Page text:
And yet I doubt this will be seen for what it truly is: an 80 year old veteran showing great wisdom and ridding himself of all the unnecessary “fluff” (even if it was of a festival-friendly, government-approved nature) to focus on a few core elements delivered with great honesty and intelligence, like the ambiguous title suggests – it both translates as cremation (representing death) and putting on a new face, as if experiencing a rebirth (hence the International title). Most of the attention of the press was instead focused on Kim Ho-Jung and Kim Gyu-Ri's copious nudity, since film criticism in Korea has degenerated into an army of voraciously complacent cheerleaders who when necessary will turn into the Korean equivalent of Mr. Skin. I'm not sure if with all the shallow “titty talk” that surrounded the release of this film (in spite of its good festival rep) the significance of what's potentially one of Im's final works will manage to survive past a meager run at the box office and a quick digital release. It would be a shame, because this is the strongest cinematic statement the veteran director has made in a decade. And one of his most deceptively energetic.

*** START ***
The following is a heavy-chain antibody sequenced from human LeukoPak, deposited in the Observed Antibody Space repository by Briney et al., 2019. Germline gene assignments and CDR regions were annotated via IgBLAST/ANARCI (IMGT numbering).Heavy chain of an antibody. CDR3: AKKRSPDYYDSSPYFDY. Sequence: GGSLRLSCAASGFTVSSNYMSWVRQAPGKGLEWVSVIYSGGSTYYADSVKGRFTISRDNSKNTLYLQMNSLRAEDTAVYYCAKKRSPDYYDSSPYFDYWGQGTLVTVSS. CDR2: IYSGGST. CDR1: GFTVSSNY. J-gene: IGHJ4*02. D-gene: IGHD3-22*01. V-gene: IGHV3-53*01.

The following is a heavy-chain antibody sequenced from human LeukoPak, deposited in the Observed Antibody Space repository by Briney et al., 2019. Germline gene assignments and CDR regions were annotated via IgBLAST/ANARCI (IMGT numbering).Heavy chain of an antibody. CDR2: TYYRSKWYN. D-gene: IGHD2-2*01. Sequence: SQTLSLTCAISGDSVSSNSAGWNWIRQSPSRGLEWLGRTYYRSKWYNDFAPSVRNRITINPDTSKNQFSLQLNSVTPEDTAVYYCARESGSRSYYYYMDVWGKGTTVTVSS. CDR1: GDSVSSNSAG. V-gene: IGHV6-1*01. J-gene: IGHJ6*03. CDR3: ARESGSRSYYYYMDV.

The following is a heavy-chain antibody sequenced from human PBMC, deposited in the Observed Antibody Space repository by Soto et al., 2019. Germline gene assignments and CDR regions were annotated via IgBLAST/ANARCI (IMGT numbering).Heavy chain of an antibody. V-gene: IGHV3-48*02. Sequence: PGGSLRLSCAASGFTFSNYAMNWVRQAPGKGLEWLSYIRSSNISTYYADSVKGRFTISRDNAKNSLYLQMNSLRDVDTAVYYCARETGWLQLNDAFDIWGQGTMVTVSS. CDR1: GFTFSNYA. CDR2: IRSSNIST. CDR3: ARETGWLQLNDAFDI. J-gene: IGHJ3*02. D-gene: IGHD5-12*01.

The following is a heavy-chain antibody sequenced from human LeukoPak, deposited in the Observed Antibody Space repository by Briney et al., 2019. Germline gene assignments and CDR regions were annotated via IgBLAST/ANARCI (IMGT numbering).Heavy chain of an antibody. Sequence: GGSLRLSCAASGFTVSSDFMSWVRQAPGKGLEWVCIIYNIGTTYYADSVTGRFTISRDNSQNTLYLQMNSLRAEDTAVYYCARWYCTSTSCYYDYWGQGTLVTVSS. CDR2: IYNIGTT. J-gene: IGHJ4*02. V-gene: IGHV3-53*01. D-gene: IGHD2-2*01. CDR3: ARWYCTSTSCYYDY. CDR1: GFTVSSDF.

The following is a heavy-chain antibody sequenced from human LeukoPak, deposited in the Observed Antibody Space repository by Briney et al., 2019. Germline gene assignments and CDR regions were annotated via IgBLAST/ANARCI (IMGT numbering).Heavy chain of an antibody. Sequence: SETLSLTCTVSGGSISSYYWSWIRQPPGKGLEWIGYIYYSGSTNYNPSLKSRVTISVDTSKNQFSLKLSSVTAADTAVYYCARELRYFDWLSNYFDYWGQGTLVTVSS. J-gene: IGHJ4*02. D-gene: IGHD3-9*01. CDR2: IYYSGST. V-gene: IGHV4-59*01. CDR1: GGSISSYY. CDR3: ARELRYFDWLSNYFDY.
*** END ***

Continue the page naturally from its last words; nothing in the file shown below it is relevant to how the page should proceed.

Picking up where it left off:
ACTING GRADES

77 안성기 (Ahn Sung-Gi)
77 김호정 (Kim Ho-Jung)
68 전혜진 (Jeon Hye-Jin)
64 김규리 (Kim Gyu-Ri)
63 서영주 (Seo Young-Joo)
60 김병춘 (Kim Byung-Choon)
60 연우진 (Yeon Woo-Jin)
60 신영진 (Shin Young-Jin)
59 김영훈 (Kim Young-Hoon)